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Juergen Konczalla, Volker Seifert, Juergen Beck, Erdem Güresir, Hartmut Vatter, Andreas Raabe, and Gerhard Marquardt


Outcome analysis of comatose patients (Hunt and Hess Grade V) after subarachnoid hemorrhage (SAH) is still lacking. The aims of this study were to analyze the outcome of Hunt and Hess Grade V SAH and to compare outcomes in the current period with those of the pre–International Subarachnoid Aneurysm Trial (ISAT) era as well as with published data from trials of decompressive craniectomy (DC) for middle cerebral artery (MCA) infarction.


The authors analyzed cases of Hunt and Hess Grade V SAH from 1980–1995 (referred to in this study as the earlier period) and 2005–2014 (current period) and compared the results for the 2 periods. The outcomes of 257 cases were analyzed and stratified on the basis of modified Rankin Scale (mRS) scores obtained 6 months after SAH. Outcomes were dichotomized as favorable (mRS score of 0–2) or unfavorable (mRS score of 3–6). Data and number needed to treat (NNT) were also compared with the results of decompressive craniectomy (DC) trials for middle cerebral artery (MCA) infarctions.


Early aneurysm treatment within 72 hours occurred significantly more often in the current period (in 67% of cases vs 22% in earlier period). In the earlier period, patients had a significantly higher 30-day mortality rate (83% vs 39% in the current period) and 6-month mortality rate (94% vs 49%), and no patient (0%) had a favorable outcome, compared with 23% overall in the current period (p < 0.01, OR 32), or 29.5% of patients whose aneurysms were treated (p < 0.01, OR 219). Cerebral infarctions occurred in up to 65% of the treated patients in the current period.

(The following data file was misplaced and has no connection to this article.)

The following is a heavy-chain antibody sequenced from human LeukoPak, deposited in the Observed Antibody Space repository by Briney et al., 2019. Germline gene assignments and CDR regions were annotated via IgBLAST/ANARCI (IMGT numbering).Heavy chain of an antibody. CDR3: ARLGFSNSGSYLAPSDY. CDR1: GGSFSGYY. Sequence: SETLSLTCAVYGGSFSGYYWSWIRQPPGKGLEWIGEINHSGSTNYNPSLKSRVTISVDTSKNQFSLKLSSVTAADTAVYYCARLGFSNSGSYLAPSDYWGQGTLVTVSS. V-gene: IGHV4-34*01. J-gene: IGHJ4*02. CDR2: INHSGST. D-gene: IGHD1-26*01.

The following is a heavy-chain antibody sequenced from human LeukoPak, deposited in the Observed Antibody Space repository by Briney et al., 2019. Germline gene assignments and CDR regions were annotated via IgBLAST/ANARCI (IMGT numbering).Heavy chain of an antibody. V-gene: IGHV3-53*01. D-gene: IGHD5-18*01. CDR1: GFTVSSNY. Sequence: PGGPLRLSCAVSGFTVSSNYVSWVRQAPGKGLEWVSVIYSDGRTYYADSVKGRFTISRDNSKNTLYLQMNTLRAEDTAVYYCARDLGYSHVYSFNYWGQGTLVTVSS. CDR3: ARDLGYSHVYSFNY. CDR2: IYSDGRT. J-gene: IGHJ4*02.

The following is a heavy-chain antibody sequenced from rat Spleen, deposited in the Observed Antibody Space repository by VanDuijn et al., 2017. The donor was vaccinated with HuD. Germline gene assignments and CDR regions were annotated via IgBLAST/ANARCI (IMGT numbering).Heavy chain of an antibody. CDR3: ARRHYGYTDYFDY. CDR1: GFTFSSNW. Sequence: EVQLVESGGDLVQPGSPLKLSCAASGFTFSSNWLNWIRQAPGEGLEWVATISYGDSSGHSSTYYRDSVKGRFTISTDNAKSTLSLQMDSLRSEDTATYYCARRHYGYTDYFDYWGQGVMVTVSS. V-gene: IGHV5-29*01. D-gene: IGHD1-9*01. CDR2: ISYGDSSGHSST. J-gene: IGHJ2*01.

Comparison with data from DC MCA trials showed that the NNTs were significantly lower in the current period with 2 for survival and 3 for mRS score of 0–3 (vs 3 and 7, respectively, for the DC MCA trials).


Early and aggressive treatment resulted in a significant improvement in survival rate (NNT = 2) and favorable outcome (NNT = 3 for mRS score of 0–3) for comatose patients with Hunt and Hess Grade V SAH compared with the earlier period. Independent predictors for favorable outcome were younger age and bilateral intact corneal reflexes. Despite a high rate of cerebral infarction (65%) in the current period, 29.5% of the patients who received treatment for their aneurysms during the current era (2005–2014) had a favorable outcome. However, careful individual decision making is essential in these cases.

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Erdem Güresir, Hartmut Vatter, Patrick Schuss, Ági Oszvald, Andreas Raabe, Volker Seifert, and Jürgen Beck


The object of this study was to describe the rapid closure technique in decompressive craniectomy without duraplasty and its use in a large cohort of consecutive patients.


Between 1999 and 2008, supratentorial rapid closure decompressive craniectomy (RCDC) was performed 341 times in 318 patients at the authors' institution. Cases were stratified as 1) traumatic brain injury, 2) subarachnoid hemorrhage, 3) intracerebral hemorrhage, 4) cerebral infarction, and 5) other. A large bone flap was removed and the dura mater was opened in a stellate fashion. Duraplasty was not performed—that is, the dura was not sutured, and a dural substitute was neither sutured in nor layed on. The dura and exposed brain tissue were covered with hemostyptic material (Surgicel). Surgical time and complications of this procedure including follow-up (> 6 months) were recorded. After 3–6 months cranioplasty was performed, and, again, surgical time and any complications were recorded.